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I am getting the JSON responses for the Date time field as follows: /Date(1534291200000)/ and PT12H18M02S

 SELECT     CAST('ClearingDate' AS TIMESTAMP) from testdata;

On using CAST functions or to_timestamp I am getting the following error:

ERROR: invalid input syntax for type timestamp: "/Date(1534291200000)/" SQL state: 22007

How can I convert this to timestamp using postgresql? If not postgresql is there a way to do so in Java?

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The solution to directly convert it in PostgreSQL:

to_timestamp(CAST(SUBSTRING (CAST(Clearingdate AS varchar), 9, 10) AS NUMERIC))
from date_test;

I finally figured it out. Thanks a lot for all your inputs.

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  • It will give incorrect results with a date before September 9, 2001, since there will be fewer digits. In any case thanks for posting the solution. And it will ignore the milliseconds (fraction of second), but in your example that is 0 anyway, so doesn’t make any difference. – Ole V.V. Sep 5 '18 at 7:08
  • Thanks for your response. But the result I have got is '2018-07-31 19:00:00-05' which is greater than Sept 9,2001 also within the correct range for that particular value. – user3320097 Sep 5 '18 at 14:30
  • 2018-07-31 19:00:00-05 is the same point in time as 2018-08-01 00:00:00 UTC, just presented as the date and time at UTC offset -05:00 (that’s what the -05 in the end means). Would that be correct? (Before the mentioned date in 2001 you’d get results that are typically very far off.) – Ole V.V. Sep 5 '18 at 15:41
  • Yes that's right. It would be 2018-08-15 00:00:00 UTC for the epoch value 1534291200000 and '2018-07-31 19:00:00-05' for 1533081600000 which was the expected result. Also, the below post from you using the Java provides the same answer as well. Thanks a lot. – user3320097 Sep 5 '18 at 16:23
  • do you have any idea as to what format is this? PT12H18M02S and how can this be converted wither on postgreSQL or Java? – user3320097 Sep 5 '18 at 16:26
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use timestamp (import java.sql.Timestamp)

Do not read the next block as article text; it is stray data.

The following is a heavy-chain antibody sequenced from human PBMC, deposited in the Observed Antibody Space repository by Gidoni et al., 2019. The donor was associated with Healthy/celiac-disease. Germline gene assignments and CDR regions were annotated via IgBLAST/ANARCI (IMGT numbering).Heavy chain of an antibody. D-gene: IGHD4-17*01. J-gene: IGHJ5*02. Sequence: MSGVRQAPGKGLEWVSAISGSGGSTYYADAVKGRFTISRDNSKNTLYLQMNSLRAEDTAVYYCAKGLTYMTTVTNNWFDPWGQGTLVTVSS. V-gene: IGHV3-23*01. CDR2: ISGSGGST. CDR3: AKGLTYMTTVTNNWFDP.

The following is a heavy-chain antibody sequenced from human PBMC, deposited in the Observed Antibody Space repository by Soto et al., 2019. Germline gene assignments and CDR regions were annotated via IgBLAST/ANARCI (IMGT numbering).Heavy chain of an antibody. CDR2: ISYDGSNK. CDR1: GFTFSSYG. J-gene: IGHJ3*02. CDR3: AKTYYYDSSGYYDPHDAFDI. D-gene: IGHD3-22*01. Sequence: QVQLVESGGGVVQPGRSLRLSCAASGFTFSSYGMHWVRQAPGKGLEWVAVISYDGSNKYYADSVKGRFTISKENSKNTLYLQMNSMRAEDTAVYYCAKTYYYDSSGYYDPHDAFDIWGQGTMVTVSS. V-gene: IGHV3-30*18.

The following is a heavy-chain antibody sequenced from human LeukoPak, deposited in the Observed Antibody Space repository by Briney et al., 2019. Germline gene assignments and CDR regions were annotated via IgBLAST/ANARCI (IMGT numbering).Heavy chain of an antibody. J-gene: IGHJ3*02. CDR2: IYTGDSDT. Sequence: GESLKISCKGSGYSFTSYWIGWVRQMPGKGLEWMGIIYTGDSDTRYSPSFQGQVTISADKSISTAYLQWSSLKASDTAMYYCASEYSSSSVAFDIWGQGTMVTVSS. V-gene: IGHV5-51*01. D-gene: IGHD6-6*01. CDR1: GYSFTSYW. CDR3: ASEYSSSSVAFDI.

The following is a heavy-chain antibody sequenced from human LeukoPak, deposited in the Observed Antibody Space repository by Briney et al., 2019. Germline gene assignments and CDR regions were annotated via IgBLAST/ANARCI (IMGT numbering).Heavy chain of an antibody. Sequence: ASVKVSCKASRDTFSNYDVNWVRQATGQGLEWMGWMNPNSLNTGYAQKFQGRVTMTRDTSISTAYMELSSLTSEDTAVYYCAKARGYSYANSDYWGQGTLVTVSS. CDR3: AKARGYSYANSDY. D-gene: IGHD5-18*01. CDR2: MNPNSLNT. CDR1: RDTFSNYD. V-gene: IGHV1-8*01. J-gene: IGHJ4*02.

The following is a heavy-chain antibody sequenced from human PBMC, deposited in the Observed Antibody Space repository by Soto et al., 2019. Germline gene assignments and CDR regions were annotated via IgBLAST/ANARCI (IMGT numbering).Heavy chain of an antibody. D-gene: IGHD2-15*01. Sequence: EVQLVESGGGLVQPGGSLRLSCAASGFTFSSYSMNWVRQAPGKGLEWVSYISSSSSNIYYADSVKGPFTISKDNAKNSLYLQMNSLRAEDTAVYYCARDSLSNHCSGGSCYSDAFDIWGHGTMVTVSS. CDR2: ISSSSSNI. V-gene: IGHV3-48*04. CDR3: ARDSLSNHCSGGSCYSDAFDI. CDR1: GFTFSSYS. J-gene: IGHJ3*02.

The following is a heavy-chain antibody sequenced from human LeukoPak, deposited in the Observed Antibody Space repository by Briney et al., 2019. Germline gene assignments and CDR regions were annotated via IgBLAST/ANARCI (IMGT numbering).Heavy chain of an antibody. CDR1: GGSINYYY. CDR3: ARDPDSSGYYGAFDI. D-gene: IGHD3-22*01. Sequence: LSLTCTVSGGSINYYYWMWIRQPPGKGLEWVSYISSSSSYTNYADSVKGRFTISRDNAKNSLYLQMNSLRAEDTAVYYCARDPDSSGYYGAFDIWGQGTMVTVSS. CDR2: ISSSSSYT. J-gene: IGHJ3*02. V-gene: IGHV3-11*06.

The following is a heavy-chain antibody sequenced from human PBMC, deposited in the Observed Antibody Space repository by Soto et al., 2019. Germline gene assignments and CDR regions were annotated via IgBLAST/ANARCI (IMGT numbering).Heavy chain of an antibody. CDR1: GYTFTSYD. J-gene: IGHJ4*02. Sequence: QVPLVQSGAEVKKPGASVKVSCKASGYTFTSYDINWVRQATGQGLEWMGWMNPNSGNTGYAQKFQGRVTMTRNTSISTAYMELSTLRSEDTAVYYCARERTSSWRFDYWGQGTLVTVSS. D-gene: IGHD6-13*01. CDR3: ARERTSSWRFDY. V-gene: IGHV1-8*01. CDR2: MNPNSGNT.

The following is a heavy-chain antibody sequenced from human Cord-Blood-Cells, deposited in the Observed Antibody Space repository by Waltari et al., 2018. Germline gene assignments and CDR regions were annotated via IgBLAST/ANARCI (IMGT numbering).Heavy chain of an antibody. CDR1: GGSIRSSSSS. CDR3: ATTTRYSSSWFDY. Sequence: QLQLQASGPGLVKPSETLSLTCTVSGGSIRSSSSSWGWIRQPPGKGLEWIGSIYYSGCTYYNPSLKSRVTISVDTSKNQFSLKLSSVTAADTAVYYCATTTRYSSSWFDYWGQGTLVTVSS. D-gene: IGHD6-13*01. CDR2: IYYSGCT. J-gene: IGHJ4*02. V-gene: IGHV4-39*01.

String fromJson = "/Date(1534291200000)/";
String ts = fromJson.substring(6, fromJson.length()-2);
Long tsInMillisSec = Long.parseLong(ts);
Timestamp ts = new Timestamp(tsInMillisSec);
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  • Timestamp is not working the json response includes the keyword Date. – user3320097 Sep 4 '18 at 17:42
  • This is the sample output of the response : /Date(1534291200000)/ – user3320097 Sep 4 '18 at 17:44
  • could you add the bit more of the sample json response you are getting? – Sayantan Mandal Sep 4 '18 at 17:50
  • I get a list of dates in the date column as follows: '/Date(1534809600000)/' '/Date(1531785600000)/' '/Date(1534809600000)/' '/Date(1534809600000)/' '/Date(1535328000000)/' '/Date(1534896000000)/' '/Date(1531440000000)/' I need to convert this to a postgresql Timestamp – user3320097 Sep 4 '18 at 17:55
  • Try java substring String fromJson = "/Date(1534291200000)/"; String ts = fromJson.substring(6, fromJson.length()-2); Long tsInMillisSec = Long.parseLong(ts); – Sayantan Mandal Sep 4 '18 at 18:00
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Sorry, I don’t know how to do this in PostgreSQL. In Java:

    String timestampString = "/Date(1534291200000)/";
    String millisString = timestampString.replaceFirst("^/Date\\((\\d+)\\)/$", "$1");
    Instant inst = Instant.ofEpochMilli(Long.parseLong(millisString));
    System.out.println(inst);

Output is

2018-08-15T00:00:00Z

I am using a regular expression for validating the syntax of the string and taking out just the substring of digits. This number denoted milliseconds since the epoch. The Instant class from java.time, the modern Java date and time API, is the correct one to use for a timestamp (forget about the outdated Timestamp class, we don’t need it anymore).